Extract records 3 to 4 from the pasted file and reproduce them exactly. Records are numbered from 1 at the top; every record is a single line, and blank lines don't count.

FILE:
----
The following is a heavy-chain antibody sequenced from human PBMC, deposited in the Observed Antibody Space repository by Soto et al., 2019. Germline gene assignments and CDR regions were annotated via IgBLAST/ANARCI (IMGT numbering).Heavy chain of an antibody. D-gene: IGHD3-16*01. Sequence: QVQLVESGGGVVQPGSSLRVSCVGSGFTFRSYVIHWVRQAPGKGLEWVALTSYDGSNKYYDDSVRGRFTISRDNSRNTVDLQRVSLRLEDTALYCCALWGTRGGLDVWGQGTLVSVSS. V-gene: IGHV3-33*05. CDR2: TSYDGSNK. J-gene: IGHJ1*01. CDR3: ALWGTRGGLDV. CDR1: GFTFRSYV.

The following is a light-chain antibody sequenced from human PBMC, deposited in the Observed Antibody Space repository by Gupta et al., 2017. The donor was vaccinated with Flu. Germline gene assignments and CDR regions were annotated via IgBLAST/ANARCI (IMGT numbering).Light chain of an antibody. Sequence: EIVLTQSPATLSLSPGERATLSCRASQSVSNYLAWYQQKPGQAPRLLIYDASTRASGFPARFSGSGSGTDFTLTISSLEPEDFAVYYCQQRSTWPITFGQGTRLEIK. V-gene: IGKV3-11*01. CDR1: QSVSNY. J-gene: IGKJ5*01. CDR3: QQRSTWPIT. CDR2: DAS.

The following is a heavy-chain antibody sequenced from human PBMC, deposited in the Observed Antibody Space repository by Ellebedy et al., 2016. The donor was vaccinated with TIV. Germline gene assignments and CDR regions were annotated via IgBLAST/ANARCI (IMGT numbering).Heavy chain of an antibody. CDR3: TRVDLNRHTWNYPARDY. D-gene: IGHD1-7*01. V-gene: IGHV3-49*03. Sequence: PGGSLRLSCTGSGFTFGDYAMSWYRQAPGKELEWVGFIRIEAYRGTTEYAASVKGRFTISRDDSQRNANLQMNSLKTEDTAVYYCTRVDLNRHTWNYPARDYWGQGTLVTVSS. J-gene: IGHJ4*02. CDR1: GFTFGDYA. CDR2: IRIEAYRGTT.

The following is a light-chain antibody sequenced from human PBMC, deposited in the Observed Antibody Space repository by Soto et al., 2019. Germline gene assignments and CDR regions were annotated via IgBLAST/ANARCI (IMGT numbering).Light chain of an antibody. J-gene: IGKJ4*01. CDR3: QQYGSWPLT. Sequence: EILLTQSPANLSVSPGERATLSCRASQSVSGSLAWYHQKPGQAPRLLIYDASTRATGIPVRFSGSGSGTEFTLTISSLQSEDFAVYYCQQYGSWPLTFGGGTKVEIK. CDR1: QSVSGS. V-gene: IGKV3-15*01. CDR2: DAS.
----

The following is a heavy-chain antibody sequenced from human PBMC, deposited in the Observed Antibody Space repository by Ellebedy et al., 2016. The donor was vaccinated with TIV. Germline gene assignments and CDR regions were annotated via IgBLAST/ANARCI (IMGT numbering).Heavy chain of an antibody. CDR3: TRVDLNRHTWNYPARDY. D-gene: IGHD1-7*01. V-gene: IGHV3-49*03. Sequence: PGGSLRLSCTGSGFTFGDYAMSWYRQAPGKELEWVGFIRIEAYRGTTEYAASVKGRFTISRDDSQRNANLQMNSLKTEDTAVYYCTRVDLNRHTWNYPARDYWGQGTLVTVSS. J-gene: IGHJ4*02. CDR1: GFTFGDYA. CDR2: IRIEAYRGTT.

The following is a light-chain antibody sequenced from human PBMC, deposited in the Observed Antibody Space repository by Soto et al., 2019. Germline gene assignments and CDR regions were annotated via IgBLAST/ANARCI (IMGT numbering).Light chain of an antibody. J-gene: IGKJ4*01. CDR3: QQYGSWPLT. Sequence: EILLTQSPANLSVSPGERATLSCRASQSVSGSLAWYHQKPGQAPRLLIYDASTRATGIPVRFSGSGSGTEFTLTISSLQSEDFAVYYCQQYGSWPLTFGGGTKVEIK. CDR1: QSVSGS. V-gene: IGKV3-15*01. CDR2: DAS.